Puller’s story provided hope and a long overdue appreciation for Vietnam veterans. His story inspired thousands of wounded veterans from his war in Vietnam to veterans of the wars in Iraq and Vietnam.
Puller dared to go on after a savage wound where he lost half his body. He was grief-stricken and angry about the loss of his legs and hands, but he did something heroic by choosing to live.
I think Puller displayed the same steely courage of his father in the face of adversity.
There is a Greek ideal of “kleos”- the glory that comes from a warrior performing a heroic deed, often at the cost of his own life. Marines embody the ideal of “kleos”-self-service and sacrifice.
Pullers felt he made an honorable sacrifice for an unworthy cause. He felt cheated that his great sacrifice was never appreciated and written off by the indifferent public as meaningless.
For years after his physical “recovery” strangers, friends, and acquaintances were “put off” and “uncomfortable” by looking at Puller’s mangled body. This was a constant reminder to Puller how people felt about him and Vietnam.
This is truly a soldier’s greatest fear- for your sacrifice to be unappreciated and forgotten. A soldier can and will endure any hardship as long as he thinks the cause is worth it.
This was the real reason for Puller’s pain. Puller felt he had been tricked into throwing his life away for an uncaring country.
Puller’s second pain was emotional. He was the “fortunate son” of a legendary hero. Puller admired and deeply loved his father. For Puller, there was no other path than to become a Marine.
His wounds cut his military career short. Puller feels he let himself and his father down. His sense of disappointment and sorrow of what might have been haunts the book.
Puller’s grisly physical and traumatic emotional injuries were almost too large to be overcome in a single lifetime. In the end, Puller commits suicide. By that act, he became another casualty of the Vietnam War.
Puller’s book gave me hope. He struggled to find a new point of view which supports his “new” life and the sacrifices he made inspired me. Puller taught me to live beyond my injuries and my past.
Ironically, Puller’s closest he gets to peace is when he was recovering from another bout of alcoholism. While in Alcoholics Anonymous he sees that life is paradoxical. To be happy human beings must often learn to live with two contrasting viewpoints, to make a compromise of what we feel and what we think.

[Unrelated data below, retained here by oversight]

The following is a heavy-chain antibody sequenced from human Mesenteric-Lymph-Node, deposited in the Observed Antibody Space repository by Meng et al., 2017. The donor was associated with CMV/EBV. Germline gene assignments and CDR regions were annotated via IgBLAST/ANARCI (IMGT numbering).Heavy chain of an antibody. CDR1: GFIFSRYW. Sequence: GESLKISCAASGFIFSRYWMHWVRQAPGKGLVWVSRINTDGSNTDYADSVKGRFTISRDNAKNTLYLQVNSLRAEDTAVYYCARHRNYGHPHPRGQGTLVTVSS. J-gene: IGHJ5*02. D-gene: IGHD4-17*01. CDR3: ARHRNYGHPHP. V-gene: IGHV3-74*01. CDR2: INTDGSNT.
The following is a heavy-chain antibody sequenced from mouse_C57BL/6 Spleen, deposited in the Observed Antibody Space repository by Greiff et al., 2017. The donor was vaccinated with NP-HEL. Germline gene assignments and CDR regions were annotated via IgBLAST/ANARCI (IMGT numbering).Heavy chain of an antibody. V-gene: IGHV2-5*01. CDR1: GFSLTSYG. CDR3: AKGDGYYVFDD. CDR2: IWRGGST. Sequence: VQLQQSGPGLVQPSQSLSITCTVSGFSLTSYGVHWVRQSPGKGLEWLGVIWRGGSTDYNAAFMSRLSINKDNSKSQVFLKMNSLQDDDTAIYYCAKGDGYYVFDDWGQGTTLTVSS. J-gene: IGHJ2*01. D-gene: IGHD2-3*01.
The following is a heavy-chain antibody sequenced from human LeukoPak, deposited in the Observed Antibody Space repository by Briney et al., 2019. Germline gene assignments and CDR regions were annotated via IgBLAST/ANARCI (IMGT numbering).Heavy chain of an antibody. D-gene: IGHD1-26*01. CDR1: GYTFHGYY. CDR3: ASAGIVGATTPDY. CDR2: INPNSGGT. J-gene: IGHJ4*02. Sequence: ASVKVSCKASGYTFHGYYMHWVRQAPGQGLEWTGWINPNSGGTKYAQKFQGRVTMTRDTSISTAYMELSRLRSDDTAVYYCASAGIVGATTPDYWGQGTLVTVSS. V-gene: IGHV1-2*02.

Puller is a fantastic writer. His voice is engaging and honest. It was a privilege to get inside the mind of such an intelligent, sensitive and caring man. He makes it easy to read about tough subjects (death, trauma, and depression).
His prose clear, accurate and most importantly honest. Puller never shies away from telling us about his life, the reasoning behind his actions, even the parts he is not proud of. His unflinching honesty gives the book authenticity and credibility.
I know what it is like to be the son of a powerful and legendary man. My father was a decorated war hero. My relationship with my dad and his early death has dominated my life, the same way it did Puller.
Nearly every decision I made in my life, either consciously or subconsciously, was a reaction to my father’s legacy. Like many dutiful sons, I only wanted to make my dad proud, the same as Puller.
I was blessed. As I got older, I realized there was no one was keeping score. All the decisions I made in my life, were mine and mine alone. My father loved me and was proud of me. He told me so many times.
I know that my father would have been proud of me no matter what I did with my life. I think he would have been most proud that I try to be a good husband and provider for my family.
My dad would have been very proud that I became a writer because it made me happy. He would have adored my wife, Muna.
Lewis B. Puller Jr.’s book taught me the value of a human life. That no matter what has happened to us we choose what our lives become by the choices we make. Our lives are the sum of the decisions we make.
I prayed for Puller after reading this amazing book. His story gave me a balm for my pain and some much-needed closure.
Thank you, Mr. Puller and God bless you. Your service and sacrifice inspired me to write more and to try harder. I hope you finally found the peace that eluded you in life.